Will Bachman 30:19
I’m imagining that there is this cohort out there of people who are the VP of policy at United Healthcare, the kind of head of McKinsey’s health care policy sub practice, people who are on the hill, who are staffers focused on CMS, people who are currently at CMS and used to work in industry and vice versa, people like yourself. And I’m curious, to what degree is that network of folks like, you kind of, do you all know each other? Or do Is there some kind of annual conference that everybody goes to? Or is there a, like a, you know, a private group or something? Or how do you and the people in your sort of that sphere of people that are all relatively senior, they’re kind of been doing CMS policy for 1520 years? How do you all kind of connect and know each other?

Mark Newsom 31:24
There is a fair amount of overlap, at least in the advocacy side of the world. Um, the overlap tends to fall apart. The more operationally you get, I I’m a odd duck, if you want to look at it that way I like to talk about is this is how I’m differentiated. I’m the that not a lot of people have worked both in legislative regulatory policy and also operations. I’ve worked in acquisitions, due diligence, all that sort of stuff. Very few people have done all the above. Um, and but in terms of, you know, is there some sort of Masonic Secret Society of all of us? No, there isn’t. Are there are there are organizations and conferences, particularly in the pre COVID world? We’re sort of everybody gets together? Yes, I think, you know, in the Medicare Advantage space, on the annual medicare medicaid conference that America’s Health Insurance Plans rehab puts on in the prescription drugs space. Um, the pharmaceutical Care Management Association, or pcma, that represents the PDMS generally has a spring and a fall conference, one in Florida, the other in Arizona, where pbms and almost every major prescription drug manufacturer are interacting. I’m also exclusively focused on the AMA space, the better Medicare Alliance, which is an organization representing plans and providers in the AMA space, has an annual conference focused on that. If you’re talking about tak, m hims. If you’re talking about I’m sorry, what’s hims hims the Health Information Management, society, um, they, they’re predominantly electronic, medical record vendors, and other health IT players that gets a lot of coverage. at more of the C suite, and deal levels, you know, JP Morgan, and events like that, tend to bring everybody together. Um, and then depending on your specialty, so that these things also exist for lawyers, for example, healthcare Lawyers Association that has annual meetings and brings everybody together and I’ve spoken on a couple of those as well. So the there are events that bring everybody together, there are some events that CMS does that bring everybody together. But it totally depends on like, your specific function in many ways. Are you a lawyer and working for a GC? Are you help it guy a data guy? Are you a lobbyist? Um, that may or may implicate um, Which one of these types of events you go to? I tend to end up going to all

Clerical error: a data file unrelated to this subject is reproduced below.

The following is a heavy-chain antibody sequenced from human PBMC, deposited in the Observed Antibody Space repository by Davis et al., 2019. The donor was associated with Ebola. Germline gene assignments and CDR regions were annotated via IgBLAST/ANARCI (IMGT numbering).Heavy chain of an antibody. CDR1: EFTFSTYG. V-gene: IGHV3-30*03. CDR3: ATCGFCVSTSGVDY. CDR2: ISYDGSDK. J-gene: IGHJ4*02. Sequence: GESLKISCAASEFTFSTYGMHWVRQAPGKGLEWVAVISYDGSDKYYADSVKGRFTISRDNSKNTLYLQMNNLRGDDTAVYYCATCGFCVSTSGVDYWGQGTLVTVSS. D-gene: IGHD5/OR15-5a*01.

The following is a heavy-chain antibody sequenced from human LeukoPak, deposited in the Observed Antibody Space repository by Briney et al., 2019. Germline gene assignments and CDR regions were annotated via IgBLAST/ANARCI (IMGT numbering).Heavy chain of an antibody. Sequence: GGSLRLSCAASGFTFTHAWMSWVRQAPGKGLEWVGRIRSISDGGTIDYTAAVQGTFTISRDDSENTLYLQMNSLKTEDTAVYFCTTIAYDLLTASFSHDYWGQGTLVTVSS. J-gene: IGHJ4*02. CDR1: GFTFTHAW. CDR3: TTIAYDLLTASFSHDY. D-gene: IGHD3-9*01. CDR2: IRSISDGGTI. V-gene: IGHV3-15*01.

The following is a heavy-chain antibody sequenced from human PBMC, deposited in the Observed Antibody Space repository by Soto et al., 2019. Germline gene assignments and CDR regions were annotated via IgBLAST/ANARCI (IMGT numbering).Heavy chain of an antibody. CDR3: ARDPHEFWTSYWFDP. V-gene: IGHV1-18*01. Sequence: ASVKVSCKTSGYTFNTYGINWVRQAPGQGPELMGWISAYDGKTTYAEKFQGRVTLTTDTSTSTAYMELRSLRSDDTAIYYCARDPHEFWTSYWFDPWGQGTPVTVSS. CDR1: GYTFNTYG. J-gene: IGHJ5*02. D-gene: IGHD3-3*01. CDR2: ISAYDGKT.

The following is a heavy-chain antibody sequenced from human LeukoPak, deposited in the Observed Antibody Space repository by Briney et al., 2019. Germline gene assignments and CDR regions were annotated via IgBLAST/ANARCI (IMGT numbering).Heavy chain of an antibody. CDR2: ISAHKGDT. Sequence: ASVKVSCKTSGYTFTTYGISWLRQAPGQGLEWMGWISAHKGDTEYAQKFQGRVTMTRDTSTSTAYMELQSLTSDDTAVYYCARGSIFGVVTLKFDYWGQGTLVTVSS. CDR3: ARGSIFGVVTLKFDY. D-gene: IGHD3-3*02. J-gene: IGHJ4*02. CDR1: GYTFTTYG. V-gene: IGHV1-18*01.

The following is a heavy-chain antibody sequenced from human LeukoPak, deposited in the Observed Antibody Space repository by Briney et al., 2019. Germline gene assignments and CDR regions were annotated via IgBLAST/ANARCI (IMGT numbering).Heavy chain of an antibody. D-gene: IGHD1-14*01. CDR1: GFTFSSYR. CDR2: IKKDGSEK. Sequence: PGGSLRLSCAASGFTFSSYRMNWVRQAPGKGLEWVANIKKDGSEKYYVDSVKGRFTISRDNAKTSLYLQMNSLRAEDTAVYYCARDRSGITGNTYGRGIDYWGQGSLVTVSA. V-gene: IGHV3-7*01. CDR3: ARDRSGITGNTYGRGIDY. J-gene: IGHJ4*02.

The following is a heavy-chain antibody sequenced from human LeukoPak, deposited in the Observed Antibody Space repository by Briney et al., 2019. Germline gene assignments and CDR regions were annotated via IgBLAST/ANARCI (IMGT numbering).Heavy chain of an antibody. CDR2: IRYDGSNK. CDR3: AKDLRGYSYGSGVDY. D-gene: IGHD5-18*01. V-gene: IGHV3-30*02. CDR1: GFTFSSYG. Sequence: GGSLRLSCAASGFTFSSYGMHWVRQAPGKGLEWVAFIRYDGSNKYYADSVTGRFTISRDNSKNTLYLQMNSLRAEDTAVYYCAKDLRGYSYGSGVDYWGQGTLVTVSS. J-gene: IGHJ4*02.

Will Bachman 35:05
right. Outside of these events? How do you stay up with the the news of this industry? So it’s clearly not reading the New York Times? Are you just looking at every press release from CMS? Or is there some really good like blog for the industry insiders? Or some some newsletter? How do you stay up to date on all the stuff that’s happening?

Mark Newsom 35:31
So I think two things, mostly my own analysis of the regulatory minutia and data released by the agency, then supplemented by having conversations with people in my network, people have CMS, other people that do the kind of work I do, or are in house and businesses. And I like to try to keep up on particularly a publicly traded space. All Listen, or watch earnings calls, from the most of the major players to get the perspective of, you know, where’s business approaching these issues, and, and you, you know, it, if you’ve ever listened to these calls, or been on the inside and helping out investor relations in your company, you’ll see that most of the street analysts, they’re paying pretty close attention to stuff. On the other day, CMS, for example, released the premiums and star scores for Medicare Advantage Part D plans. And, you know, in less than, like, four to eight hours, you started seeing investor notes on you know, here’s how plans performed in in that respect. Um, so in that space it people pay a lot of attention to policy developments, because it impacts revenue growth and bottom line. Yeah,

Will Bachman 37:15
speaking of that, I’d love to hear another example of one of your projects may be more focused on business growth, we talked about some of your work, you know, kind of looking at policy and how to influence that what what would another project type for your firm be?

Mark Newsom 37:32
Um, so, a good example would be a provider organization, trying to figure out their strategy based on where policies going, I’m realistically not talking about, hey, we’re going to get laws changed and regs change, sort of, if, if we can’t get anything changed, and then some prediction of if changes happen, what’s the long term look like? And trying to figure out their overall long term strategy on where the risks and opportunities are? And that’s the kind of work I also did inside on in the companies I work with, are for on on due diligence. So you’re looking at an acquisition target? Um, are you pricing it right? factoring in that policy may be shifting on that target, and they may be paid less or paid more on going forward? And, and so that’s becoming an important part of, of any due diligence activities on on deals?